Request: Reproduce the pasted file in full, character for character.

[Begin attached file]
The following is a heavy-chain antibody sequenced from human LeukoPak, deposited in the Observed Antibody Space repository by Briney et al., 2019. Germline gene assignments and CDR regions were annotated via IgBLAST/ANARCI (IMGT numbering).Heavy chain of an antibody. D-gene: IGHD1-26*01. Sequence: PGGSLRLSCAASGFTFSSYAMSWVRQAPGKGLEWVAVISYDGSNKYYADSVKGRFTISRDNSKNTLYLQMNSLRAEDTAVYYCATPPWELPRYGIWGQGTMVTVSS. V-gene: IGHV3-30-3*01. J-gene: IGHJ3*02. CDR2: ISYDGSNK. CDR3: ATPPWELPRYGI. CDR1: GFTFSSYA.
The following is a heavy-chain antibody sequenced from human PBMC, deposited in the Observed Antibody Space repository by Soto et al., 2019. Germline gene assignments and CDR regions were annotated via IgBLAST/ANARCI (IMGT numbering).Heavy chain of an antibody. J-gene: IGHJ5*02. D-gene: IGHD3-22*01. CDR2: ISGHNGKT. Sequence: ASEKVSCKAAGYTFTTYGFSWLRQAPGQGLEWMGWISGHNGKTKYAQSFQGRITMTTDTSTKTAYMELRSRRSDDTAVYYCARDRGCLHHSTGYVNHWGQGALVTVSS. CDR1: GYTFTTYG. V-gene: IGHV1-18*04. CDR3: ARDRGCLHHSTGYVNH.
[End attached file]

The following is a heavy-chain antibody sequenced from human LeukoPak, deposited in the Observed Antibody Space repository by Briney et al., 2019. Germline gene assignments and CDR regions were annotated via IgBLAST/ANARCI (IMGT numbering).Heavy chain of an antibody. D-gene: IGHD1-26*01. Sequence: PGGSLRLSCAASGFTFSSYAMSWVRQAPGKGLEWVAVISYDGSNKYYADSVKGRFTISRDNSKNTLYLQMNSLRAEDTAVYYCATPPWELPRYGIWGQGTMVTVSS. V-gene: IGHV3-30-3*01. J-gene: IGHJ3*02. CDR2: ISYDGSNK. CDR3: ATPPWELPRYGI. CDR1: GFTFSSYA.
The following is a heavy-chain antibody sequenced from human PBMC, deposited in the Observed Antibody Space repository by Soto et al., 2019. Germline gene assignments and CDR regions were annotated via IgBLAST/ANARCI (IMGT numbering).Heavy chain of an antibody. J-gene: IGHJ5*02. D-gene: IGHD3-22*01. CDR2: ISGHNGKT. Sequence: ASEKVSCKAAGYTFTTYGFSWLRQAPGQGLEWMGWISGHNGKTKYAQSFQGRITMTTDTSTKTAYMELRSRRSDDTAVYYCARDRGCLHHSTGYVNHWGQGALVTVSS. CDR1: GYTFTTYG. V-gene: IGHV1-18*04. CDR3: ARDRGCLHHSTGYVNH.